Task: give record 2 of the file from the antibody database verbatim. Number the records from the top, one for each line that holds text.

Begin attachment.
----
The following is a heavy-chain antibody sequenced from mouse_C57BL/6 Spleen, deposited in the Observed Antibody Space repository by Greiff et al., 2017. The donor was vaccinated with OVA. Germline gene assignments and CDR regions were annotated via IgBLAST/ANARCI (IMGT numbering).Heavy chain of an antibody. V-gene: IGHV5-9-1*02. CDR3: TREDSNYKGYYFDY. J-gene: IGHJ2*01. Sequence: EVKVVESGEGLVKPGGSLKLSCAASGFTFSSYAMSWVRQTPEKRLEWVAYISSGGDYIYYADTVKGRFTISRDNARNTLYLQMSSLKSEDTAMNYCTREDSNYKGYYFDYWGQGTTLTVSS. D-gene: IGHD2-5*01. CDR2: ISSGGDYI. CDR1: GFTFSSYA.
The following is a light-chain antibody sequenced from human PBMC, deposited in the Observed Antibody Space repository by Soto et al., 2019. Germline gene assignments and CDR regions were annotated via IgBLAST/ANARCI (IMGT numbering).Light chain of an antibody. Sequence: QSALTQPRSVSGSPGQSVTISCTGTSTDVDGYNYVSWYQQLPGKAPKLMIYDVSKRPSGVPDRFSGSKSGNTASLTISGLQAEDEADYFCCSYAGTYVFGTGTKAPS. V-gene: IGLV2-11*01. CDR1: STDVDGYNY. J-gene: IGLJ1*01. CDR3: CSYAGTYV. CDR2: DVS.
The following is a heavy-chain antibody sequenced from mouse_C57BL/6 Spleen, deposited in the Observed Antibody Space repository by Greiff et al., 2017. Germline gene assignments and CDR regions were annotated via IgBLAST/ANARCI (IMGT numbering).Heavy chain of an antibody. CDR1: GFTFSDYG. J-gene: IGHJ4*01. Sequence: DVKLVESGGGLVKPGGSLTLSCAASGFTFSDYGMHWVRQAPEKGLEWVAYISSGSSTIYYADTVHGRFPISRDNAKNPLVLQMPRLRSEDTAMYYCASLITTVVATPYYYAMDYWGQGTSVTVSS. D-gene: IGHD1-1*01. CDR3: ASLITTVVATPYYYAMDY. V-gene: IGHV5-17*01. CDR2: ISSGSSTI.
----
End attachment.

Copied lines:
The following is a light-chain antibody sequenced from human PBMC, deposited in the Observed Antibody Space repository by Soto et al., 2019. Germline gene assignments and CDR regions were annotated via IgBLAST/ANARCI (IMGT numbering).Light chain of an antibody. Sequence: QSALTQPRSVSGSPGQSVTISCTGTSTDVDGYNYVSWYQQLPGKAPKLMIYDVSKRPSGVPDRFSGSKSGNTASLTISGLQAEDEADYFCCSYAGTYVFGTGTKAPS. V-gene: IGLV2-11*01. CDR1: STDVDGYNY. J-gene: IGLJ1*01. CDR3: CSYAGTYV. CDR2: DVS.